★★★ ½

Jackie Chan gets a chance to show off his considerable acting chops, as well as his kick-ass martial-arts skills, in this engaging and vastly entertaining revenge thriller from veteran Bond director Martin Campbell (GoldenEye, Casino Royale). But Chan isn’t the only one who shines: A never-better Pierce Brosnan gives a fiery, passionate performance as a Northern Ireland political bigwig caught up in a deadly cat-and-mouse game in which no one can be trusted.

Quan Ngoc Minh (Chan), an immigrant restaurant owner in London, picks up his teenage daughter Fan (Katie Leung) from school and drives her to an upscale clothing store. She’s eager to buy a dress for an upcoming dance, but seconds after she enters the shop, a bomb explodes a few feet outside the store and she’s killed. The widowed Quan is devastated, and grows determined to find out the names of the terrorists involved in the blast and bring them to justice. A group calling itself the Authentic IRA claims responsibility, and Quan believes Liam Hennessy (Brosnan), a former IRA commander now working in more conventional politics, knows who the culprits are. First, Quan badgers him with phone calls. When that doesn’t work, he shows up at Hennessy’s Belfast office and demands to be given the names of the terrorists. Hennessy claims he doesn’t know who they are, but reassures Quan that it’s his top priority to find out. From there, Quan, who served in Vietnam and has Special Forces training, relentlessly stalks Hennessy, making his life a living hell until he surrenders the names. But what he doesn’t realize is that the bombing is part of a deep-rooted government conspiracy, one that is quickly spiraling out of control.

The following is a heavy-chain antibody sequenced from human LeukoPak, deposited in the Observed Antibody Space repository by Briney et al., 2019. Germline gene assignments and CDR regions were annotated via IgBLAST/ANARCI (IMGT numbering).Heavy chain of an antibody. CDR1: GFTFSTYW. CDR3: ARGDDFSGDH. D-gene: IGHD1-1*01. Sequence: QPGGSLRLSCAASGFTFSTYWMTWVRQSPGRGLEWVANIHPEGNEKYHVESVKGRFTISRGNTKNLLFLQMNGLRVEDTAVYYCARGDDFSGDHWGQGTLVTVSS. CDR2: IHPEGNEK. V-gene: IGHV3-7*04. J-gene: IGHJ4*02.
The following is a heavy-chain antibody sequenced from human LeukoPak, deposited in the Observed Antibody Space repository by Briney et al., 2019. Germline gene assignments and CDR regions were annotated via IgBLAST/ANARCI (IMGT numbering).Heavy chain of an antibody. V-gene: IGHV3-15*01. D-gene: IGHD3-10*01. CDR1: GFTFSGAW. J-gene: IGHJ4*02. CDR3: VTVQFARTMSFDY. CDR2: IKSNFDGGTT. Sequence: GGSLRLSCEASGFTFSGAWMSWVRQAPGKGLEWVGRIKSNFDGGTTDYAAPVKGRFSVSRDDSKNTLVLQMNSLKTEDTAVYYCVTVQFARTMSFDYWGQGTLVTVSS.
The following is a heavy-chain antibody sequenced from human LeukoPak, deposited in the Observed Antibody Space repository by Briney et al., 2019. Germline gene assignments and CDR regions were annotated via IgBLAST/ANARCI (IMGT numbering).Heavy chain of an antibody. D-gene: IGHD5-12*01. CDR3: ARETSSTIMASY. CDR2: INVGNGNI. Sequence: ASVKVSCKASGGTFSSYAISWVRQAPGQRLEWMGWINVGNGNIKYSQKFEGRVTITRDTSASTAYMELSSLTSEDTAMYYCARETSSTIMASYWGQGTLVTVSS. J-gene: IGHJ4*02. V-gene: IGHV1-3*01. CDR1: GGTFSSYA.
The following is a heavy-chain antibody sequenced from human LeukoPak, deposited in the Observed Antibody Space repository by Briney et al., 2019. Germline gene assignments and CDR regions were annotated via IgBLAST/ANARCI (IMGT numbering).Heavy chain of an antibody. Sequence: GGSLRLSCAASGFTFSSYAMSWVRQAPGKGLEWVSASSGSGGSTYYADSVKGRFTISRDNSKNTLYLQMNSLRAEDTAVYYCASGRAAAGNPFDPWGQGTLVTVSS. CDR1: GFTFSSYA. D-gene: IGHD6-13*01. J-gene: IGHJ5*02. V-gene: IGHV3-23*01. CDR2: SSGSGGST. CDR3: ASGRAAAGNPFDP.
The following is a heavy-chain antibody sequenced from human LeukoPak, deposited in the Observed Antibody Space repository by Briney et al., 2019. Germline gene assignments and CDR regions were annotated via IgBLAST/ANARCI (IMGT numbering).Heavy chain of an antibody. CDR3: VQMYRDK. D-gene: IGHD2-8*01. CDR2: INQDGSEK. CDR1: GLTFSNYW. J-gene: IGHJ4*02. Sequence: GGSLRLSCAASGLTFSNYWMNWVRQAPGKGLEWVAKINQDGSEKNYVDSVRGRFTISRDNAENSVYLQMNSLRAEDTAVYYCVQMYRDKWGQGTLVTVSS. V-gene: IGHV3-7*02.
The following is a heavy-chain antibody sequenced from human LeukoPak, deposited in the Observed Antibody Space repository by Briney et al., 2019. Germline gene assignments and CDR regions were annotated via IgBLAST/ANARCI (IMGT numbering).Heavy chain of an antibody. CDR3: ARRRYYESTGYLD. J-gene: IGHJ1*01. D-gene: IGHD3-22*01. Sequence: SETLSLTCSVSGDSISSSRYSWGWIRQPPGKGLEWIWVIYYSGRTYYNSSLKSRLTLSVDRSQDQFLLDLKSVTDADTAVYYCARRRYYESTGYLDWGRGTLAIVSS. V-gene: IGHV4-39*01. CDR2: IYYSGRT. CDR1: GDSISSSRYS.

The Foreigner isn’t your typical Jackie Chan flick. There’s no levity; it’s a straight-up dramatic role for Chan and he delivers big time. Yes, the legendary martial-arts maestro still gets to kick some serious butt and do some amazing stunt work, but he isn’t the whole show. Brosnan’s philandering and increasingly frenzied politico actually has more screen time, as the film plunges headlong into the story’s more conspiratorial aspects. Campbell, working from David Marconi’s keen-eyed adaptation of Stephen Leather’s novel The Chinaman, skillfully ratchets up the tension as Hennessy’s world falls apart around him, partly due to Quan’s menacing harassment and partly due to his own dark past.

The Foreigner culminates in a great action set piece in a London apartment in which Quan, using whatever devices are at hand, takes his bloody revenge. It involves some terrific stunt work choregraphed by Chan, and it proves that the 63-year-old icon, who received a well-deserved honorary Academy Award in 2016, is still at the top of his game and will continue to be a giant cinematic force for years to come.